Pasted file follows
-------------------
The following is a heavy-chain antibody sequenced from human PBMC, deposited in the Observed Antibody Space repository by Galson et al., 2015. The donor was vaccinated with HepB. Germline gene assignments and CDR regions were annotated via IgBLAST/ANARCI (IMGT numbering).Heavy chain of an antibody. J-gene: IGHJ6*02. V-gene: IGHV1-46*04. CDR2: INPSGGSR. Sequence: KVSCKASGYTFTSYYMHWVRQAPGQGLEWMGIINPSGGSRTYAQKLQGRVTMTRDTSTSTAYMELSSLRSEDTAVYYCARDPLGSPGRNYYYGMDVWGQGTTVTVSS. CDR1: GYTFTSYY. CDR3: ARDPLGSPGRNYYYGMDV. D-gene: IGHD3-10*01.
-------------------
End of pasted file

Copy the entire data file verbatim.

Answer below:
The following is a heavy-chain antibody sequenced from human PBMC, deposited in the Observed Antibody Space repository by Galson et al., 2015. The donor was vaccinated with HepB. Germline gene assignments and CDR regions were annotated via IgBLAST/ANARCI (IMGT numbering).Heavy chain of an antibody. J-gene: IGHJ6*02. V-gene: IGHV1-46*04. CDR2: INPSGGSR. Sequence: KVSCKASGYTFTSYYMHWVRQAPGQGLEWMGIINPSGGSRTYAQKLQGRVTMTRDTSTSTAYMELSSLRSEDTAVYYCARDPLGSPGRNYYYGMDVWGQGTTVTVSS. CDR1: GYTFTSYY. CDR3: ARDPLGSPGRNYYYGMDV. D-gene: IGHD3-10*01.